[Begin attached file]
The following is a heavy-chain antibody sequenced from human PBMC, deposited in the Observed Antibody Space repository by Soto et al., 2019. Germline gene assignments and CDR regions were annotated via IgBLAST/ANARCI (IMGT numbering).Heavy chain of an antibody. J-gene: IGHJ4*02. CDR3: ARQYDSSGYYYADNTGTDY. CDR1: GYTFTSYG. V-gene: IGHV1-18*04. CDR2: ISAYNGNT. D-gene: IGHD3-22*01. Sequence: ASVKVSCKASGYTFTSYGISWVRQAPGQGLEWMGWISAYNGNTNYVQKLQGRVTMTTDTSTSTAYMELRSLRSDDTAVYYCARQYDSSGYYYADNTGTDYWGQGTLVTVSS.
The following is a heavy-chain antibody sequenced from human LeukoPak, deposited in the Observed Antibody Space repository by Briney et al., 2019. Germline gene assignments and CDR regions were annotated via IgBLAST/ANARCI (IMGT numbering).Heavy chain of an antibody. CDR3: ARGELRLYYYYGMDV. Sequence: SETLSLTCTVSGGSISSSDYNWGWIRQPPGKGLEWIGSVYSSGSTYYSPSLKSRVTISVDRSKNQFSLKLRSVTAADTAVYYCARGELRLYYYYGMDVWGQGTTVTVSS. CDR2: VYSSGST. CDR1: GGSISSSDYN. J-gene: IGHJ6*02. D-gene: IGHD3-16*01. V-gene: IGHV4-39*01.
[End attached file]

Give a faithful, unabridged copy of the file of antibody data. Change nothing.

The following is a heavy-chain antibody sequenced from human PBMC, deposited in the Observed Antibody Space repository by Soto et al., 2019. Germline gene assignments and CDR regions were annotated via IgBLAST/ANARCI (IMGT numbering).Heavy chain of an antibody. J-gene: IGHJ4*02. CDR3: ARQYDSSGYYYADNTGTDY. CDR1: GYTFTSYG. V-gene: IGHV1-18*04. CDR2: ISAYNGNT. D-gene: IGHD3-22*01. Sequence: ASVKVSCKASGYTFTSYGISWVRQAPGQGLEWMGWISAYNGNTNYVQKLQGRVTMTTDTSTSTAYMELRSLRSDDTAVYYCARQYDSSGYYYADNTGTDYWGQGTLVTVSS.
The following is a heavy-chain antibody sequenced from human LeukoPak, deposited in the Observed Antibody Space repository by Briney et al., 2019. Germline gene assignments and CDR regions were annotated via IgBLAST/ANARCI (IMGT numbering).Heavy chain of an antibody. CDR3: ARGELRLYYYYGMDV. Sequence: SETLSLTCTVSGGSISSSDYNWGWIRQPPGKGLEWIGSVYSSGSTYYSPSLKSRVTISVDRSKNQFSLKLRSVTAADTAVYYCARGELRLYYYYGMDVWGQGTTVTVSS. CDR2: VYSSGST. CDR1: GGSISSSDYN. J-gene: IGHJ6*02. D-gene: IGHD3-16*01. V-gene: IGHV4-39*01.